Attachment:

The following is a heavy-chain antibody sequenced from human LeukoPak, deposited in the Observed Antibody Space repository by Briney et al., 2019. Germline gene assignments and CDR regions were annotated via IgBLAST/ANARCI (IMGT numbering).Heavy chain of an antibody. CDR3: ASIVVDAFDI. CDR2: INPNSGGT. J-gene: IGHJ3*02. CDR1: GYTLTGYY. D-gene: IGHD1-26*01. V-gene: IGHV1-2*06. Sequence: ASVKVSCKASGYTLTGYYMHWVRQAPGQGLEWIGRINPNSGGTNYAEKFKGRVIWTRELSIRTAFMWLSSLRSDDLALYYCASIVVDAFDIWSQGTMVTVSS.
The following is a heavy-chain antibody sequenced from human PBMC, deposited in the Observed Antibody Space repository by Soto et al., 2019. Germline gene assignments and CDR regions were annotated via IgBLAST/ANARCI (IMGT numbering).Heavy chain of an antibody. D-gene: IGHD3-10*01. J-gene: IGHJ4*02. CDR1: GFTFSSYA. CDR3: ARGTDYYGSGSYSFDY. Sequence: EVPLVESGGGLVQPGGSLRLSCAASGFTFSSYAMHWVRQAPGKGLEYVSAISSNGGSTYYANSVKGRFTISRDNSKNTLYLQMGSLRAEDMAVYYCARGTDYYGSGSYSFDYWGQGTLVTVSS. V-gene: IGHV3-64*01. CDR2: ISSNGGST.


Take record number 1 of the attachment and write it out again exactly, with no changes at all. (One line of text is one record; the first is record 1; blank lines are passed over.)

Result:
The following is a heavy-chain antibody sequenced from human LeukoPak, deposited in the Observed Antibody Space repository by Briney et al., 2019. Germline gene assignments and CDR regions were annotated via IgBLAST/ANARCI (IMGT numbering).Heavy chain of an antibody. CDR3: ASIVVDAFDI. CDR2: INPNSGGT. J-gene: IGHJ3*02. CDR1: GYTLTGYY. D-gene: IGHD1-26*01. V-gene: IGHV1-2*06. Sequence: ASVKVSCKASGYTLTGYYMHWVRQAPGQGLEWIGRINPNSGGTNYAEKFKGRVIWTRELSIRTAFMWLSSLRSDDLALYYCASIVVDAFDIWSQGTMVTVSS.